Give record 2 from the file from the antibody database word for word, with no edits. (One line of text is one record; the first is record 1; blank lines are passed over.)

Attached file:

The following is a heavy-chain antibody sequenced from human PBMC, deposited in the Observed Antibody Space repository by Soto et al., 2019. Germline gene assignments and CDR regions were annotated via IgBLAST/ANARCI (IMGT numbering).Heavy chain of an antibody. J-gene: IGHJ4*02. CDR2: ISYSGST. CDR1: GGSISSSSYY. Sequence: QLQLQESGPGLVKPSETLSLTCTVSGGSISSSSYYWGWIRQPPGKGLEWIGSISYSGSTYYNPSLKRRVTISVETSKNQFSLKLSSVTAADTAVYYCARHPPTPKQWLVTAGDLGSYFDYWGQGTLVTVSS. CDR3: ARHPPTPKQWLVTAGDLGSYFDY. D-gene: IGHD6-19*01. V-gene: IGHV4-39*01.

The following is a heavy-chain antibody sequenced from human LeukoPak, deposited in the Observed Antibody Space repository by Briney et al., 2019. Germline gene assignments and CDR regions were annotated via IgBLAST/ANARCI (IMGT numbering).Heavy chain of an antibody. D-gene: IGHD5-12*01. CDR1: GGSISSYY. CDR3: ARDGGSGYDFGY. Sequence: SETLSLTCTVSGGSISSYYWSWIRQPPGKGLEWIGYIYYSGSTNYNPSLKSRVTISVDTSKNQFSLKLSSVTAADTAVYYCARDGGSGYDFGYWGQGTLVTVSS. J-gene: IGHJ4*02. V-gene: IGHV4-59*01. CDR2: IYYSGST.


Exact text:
The following is a heavy-chain antibody sequenced from human LeukoPak, deposited in the Observed Antibody Space repository by Briney et al., 2019. Germline gene assignments and CDR regions were annotated via IgBLAST/ANARCI (IMGT numbering).Heavy chain of an antibody. D-gene: IGHD5-12*01. CDR1: GGSISSYY. CDR3: ARDGGSGYDFGY. Sequence: SETLSLTCTVSGGSISSYYWSWIRQPPGKGLEWIGYIYYSGSTNYNPSLKSRVTISVDTSKNQFSLKLSSVTAADTAVYYCARDGGSGYDFGYWGQGTLVTVSS. J-gene: IGHJ4*02. V-gene: IGHV4-59*01. CDR2: IYYSGST.